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Chapter 8: The Bigger Man

Puzzles.  Gears.  Clockworks.  All Kittlemeier’s memories of his grandfather centered around some kind of puzzles or mechanical systems.  He remembered the cramped attic room his grandfather called a workshop, with a cardboard box in the corner full of ancient radios, broken clocks and carved wooden boxes whose scratched metal backs attached with funny-looking screws.  The high point of each visit would be when his grandfather picked something from the collection and gave it to him to “fix.” 

He would open it up and peer into the mysterious gizmos inside, having no idea how any of it worked, to see what he could figure out.  Sometimes it was easy: he didn’t need to know what a loose wire did; it was enough to know that it wasn’t supposed to be loose… or frayed… or that a gear wasn’t supposed to be missing a tooth… or jammed with the body of a dead cockroach.  It was only when a careful look didn’t reveal anything so obviously wrong that the real problem-solving began.  That was the challenge Kittlemeier liked best: running the pad of his index finger ever so gently against the edge of a spoked wheel; applying the slightest bit of pressure to see how it would turn, and how that movement would affect the wheel beside it; pressing down every so lightly on a spring or gently lifting the chain that pulled on a tiny metal weight to see what that set in motion—it was wonderful!  Discovering these miniature clockwork worlds, these elegant man-made ecosystems of balance and movement, weight and counterweight, where each little piece would interact with the next and conceivably affect one far down the chain…

Kittlemeier shared his customers’ view of the goliath called Bane.  Gotham was a delicate and beautiful mechanism, and Bane broke it.  He didn’t break “Batman.”  He broke the balanced and graceful clockwork of a Gotham City that the natives had working exactly the way they liked it.  Kittlemeier had been as offended by the disruption as any of his clients, and as gratified when everything returned to normal.  He would have been appalled to learn Bane had returned if he’d seen it on the evening news.  Seeing him across the street from his shop was… was not a sentiment Kittlemeier knew how to express in words.  The English options: shocked, horrified, aghast, sickened, and revolted lacked the visceral kick implied when his father said erschyttert.  Unfortunately, because his parents liked to talk privately in front of him, he was never taught the nuances of the language and he wasn’t really sure if erschyttert conveyed his insides convulsing with disgust.

The hulking, sweaty luchador had not sought Kittlemeier’s services during his first appearance in Gotham, so it didn’t seem likely that he was coming in for a suit of clothes.  Assuming the worst, Kittlemeier had hurried into his backroom and bitterly regretted his decision to test Joker’s various SmileX dispensers with helium.  If he had even a single capsule of the stuff on the premises… Instead, he had razor-tipped playing cards, cat claws and batarangs that all seemed equally useless, requiring physical skills Kittlemeier lacked to use properly.  In his last frantic seconds, he spied the palm unit he’d used to program Riddler’s question mark.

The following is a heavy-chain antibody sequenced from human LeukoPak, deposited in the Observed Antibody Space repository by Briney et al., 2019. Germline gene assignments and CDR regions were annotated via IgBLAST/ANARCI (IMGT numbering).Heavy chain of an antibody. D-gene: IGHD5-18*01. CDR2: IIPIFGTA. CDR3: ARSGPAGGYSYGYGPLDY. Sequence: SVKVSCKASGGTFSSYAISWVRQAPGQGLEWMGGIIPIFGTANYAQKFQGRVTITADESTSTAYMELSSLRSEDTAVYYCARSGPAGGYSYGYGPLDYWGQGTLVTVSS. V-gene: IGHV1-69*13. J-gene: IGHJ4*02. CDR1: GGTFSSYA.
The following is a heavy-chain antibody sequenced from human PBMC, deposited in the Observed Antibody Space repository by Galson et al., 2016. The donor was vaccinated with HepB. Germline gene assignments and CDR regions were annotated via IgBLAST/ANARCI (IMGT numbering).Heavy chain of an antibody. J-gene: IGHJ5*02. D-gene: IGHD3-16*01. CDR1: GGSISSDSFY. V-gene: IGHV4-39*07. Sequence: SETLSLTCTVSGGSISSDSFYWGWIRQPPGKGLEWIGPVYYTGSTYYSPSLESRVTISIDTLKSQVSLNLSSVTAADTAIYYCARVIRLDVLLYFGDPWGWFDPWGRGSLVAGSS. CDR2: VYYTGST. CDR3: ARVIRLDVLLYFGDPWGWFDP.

The bell on the shop’s front door sounded and Kittlemeier snatched madly for the device and shoved it into his vest.  If Bane wasn’t coming in for a costume or a gadget, it looked like a cry for help would be the best Kittlemeier could manage.

“Home.”  Selina had seen the exhaustion take hold as soon as he spoke the word.  The autopilot took over, and as the Batmobile sped towards Bristol, she felt more than saw the density shift happening in the driver’s seat.  Most of the inner circle were used to seeing it the other way: Bruce Wayne encounters some nugget of information that’s meaningful to Batman, his eyes darken a little, jaw stiffens just that much, and his whole body seems to become a bit denser.  The imaginative could almost see the outline of the mask appearing on his face, and Selina, her body would hum whenever she felt those waves of intensity that represented “Batman” to her for so long.  Seeing—or feeling—Batman in Bruce Wayne was a thrill.

The reverse usually made her sad: “Batman” checking out for the night, leaving only an exhausted shell of Bruce wearing the batsuit.  She loved Bruce as much as his dark alter ego; it wasn’t his appearance that saddened her.  But when he was this depleted, she wanted to take care of him a little—which was absolutely verboten as long as Batman was in the picture.  There he sat, silent and still, watching the city speed by through the windshield, none of the fire that normally burned behind the silence.  She could feel it, feel its absence, and the right thing to do was nurse him a little, pamper him a little, “fuss” as he put it.  But she couldn’t because he was Batman and Batman was a jackass.  He couldn’t just accept what she wanted to give him, what would be good for him, and what down-deep he wanted as much as she did.  Jackass.

So she’d let him make the log entry when they reached the cave, even supplied a few details about Gina’s undercover mission when he asked, and then she ‘went to make cocoa’ in the chem lab.  She returned, not with a steaming Wayne Tech mug but with his kimono from the costume vault. 

He kicked, as always.  Said he had ‘pushed through’ much worse than this. 

She tilted her head, looking as much as possible like a confused kitten.